# Momentum_Bashing

```LAB: Momentum Bashing
Introduction:
To better understand what happens in a car crash, it helps to see how force, inertia, and
velocity are related in a property called momentum. The amount of momentum that object
has depends on its mass and velocity. In this activity, you will determine how increasing mass
affects the bashing power of marbles.
To find out how much momentum an object has, use the formula:
p (momentum) = mass x velocity
Pre-lab Questions: Answer in complete sentences.
1. What determines if one car has more momentum than another in a two-car collision?
2. Does increasing an object’s mass increase its momentum?
3. How does momentum relate to inertia?
Materials
o Ruler with center groove
o 4 marbles of the same size
o 5-oz plastic cup
o Stop watch
o 3 beam balance or electronic scale
o Scissors
o Meter sticks
o Books to support track
Procedure
1. Cut a 3.0 cm square section from the top of the
cup (as shown to the right).
2. Place a ruler with one end on a textbook (about
3.0 cm height) and the other end resting on the
desk.
3. Place the 3.0cm opening of the cup on top of the
ruler end that is on the desk.
4.
5.
6.
7.
8.
9.
Place a meter stick alongside the cup to measure the distance (in cm) the cup moves.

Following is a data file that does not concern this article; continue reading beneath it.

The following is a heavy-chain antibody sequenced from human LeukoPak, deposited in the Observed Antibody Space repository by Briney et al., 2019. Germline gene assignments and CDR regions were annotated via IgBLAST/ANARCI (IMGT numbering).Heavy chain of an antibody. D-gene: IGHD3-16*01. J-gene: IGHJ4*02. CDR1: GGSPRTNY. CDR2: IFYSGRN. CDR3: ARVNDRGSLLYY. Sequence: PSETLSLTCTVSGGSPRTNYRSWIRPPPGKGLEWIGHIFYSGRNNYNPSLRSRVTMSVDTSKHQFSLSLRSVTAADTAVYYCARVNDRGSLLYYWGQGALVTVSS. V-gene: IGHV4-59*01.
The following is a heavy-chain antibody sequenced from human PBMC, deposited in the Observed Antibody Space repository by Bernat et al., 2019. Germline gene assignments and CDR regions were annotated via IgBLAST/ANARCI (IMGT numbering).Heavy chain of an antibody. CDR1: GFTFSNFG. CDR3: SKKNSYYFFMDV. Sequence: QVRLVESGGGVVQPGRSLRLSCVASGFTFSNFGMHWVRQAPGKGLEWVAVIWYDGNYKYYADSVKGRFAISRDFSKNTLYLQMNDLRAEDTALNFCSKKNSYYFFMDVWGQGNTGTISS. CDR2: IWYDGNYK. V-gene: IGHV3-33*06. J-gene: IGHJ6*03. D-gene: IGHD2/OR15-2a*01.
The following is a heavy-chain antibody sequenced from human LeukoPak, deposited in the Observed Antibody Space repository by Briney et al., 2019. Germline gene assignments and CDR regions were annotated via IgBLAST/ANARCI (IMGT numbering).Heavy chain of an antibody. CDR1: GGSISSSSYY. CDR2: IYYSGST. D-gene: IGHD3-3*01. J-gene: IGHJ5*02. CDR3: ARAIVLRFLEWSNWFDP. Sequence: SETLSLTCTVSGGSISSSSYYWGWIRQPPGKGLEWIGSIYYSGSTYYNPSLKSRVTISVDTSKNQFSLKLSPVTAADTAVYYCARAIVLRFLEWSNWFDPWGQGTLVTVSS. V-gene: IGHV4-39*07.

Position one marble in the groove at the maximum height of the ruler.
Release the marble and observe the cup.
Measure the distance the cup moved to the nearest 0.1 cm.
Perform three trials for 1, 2, and 3 marbles and average the results.
Record your data in the table provided.
Data Table 1: Glass Marble – Distances
# of
Marbles
1
Mass of
Marbles
Distance Cup Moves (cm)
Trial 1
Trial 2
Trial 3
Average Distance Cup
Moves (cm)
2
3
Analysis – Answer in complete sentences.
1. Compare your data for the glass marbles and different sized marbles. How are the
results different? Explain your answer using concepts of momentum and inertia.
2. Describe the general relationship between the number of marbles hitting the cup and
the distance the cup moves.
3. What if the cup were made out of steel? How would your data be different for the trials
with the glass marbles? Explain your answer using concepts of momentum and inertia.
4. Explain why a 40,000 kg truck traveling at 2 miles per hour has the same momentum
as a 2,000 kg SUV traveling at 40 miles per hour.
5. What is the momentum of a marble that has a mass of 1.2 kg and a velocity of
+8.5m/s? Calculate the impulse needed to stop this marble.
6. Imagine two cars on the road. A car with a mass of 700kg is traveling at a velocity of
30 km/hour toward another car with a mass of 500kg. The second car is traveling at a
velocity of 40 km/hour. Using the formula for momentum (p=mv) which car has more
momentum? What will be the outcome of this collision?
7. Using the formula, determine the momentum of a...
a. 60-kg halfback moving eastward at 9 m/s.
b. 1000-kg car moving northward at 20 m/s.
c. 40-kg freshman moving southward at 2 m/s.
8. Where is Newton’s 1st law of motion at work in this lab activity?
9. Where is Newton’s 2nd law of motion at work in this lab activity?
10. Where is Newton’s 3rd law of motion at work in this lab activity?
Conclusion:
3-5 sentences telling about the information learned from this lab activity.
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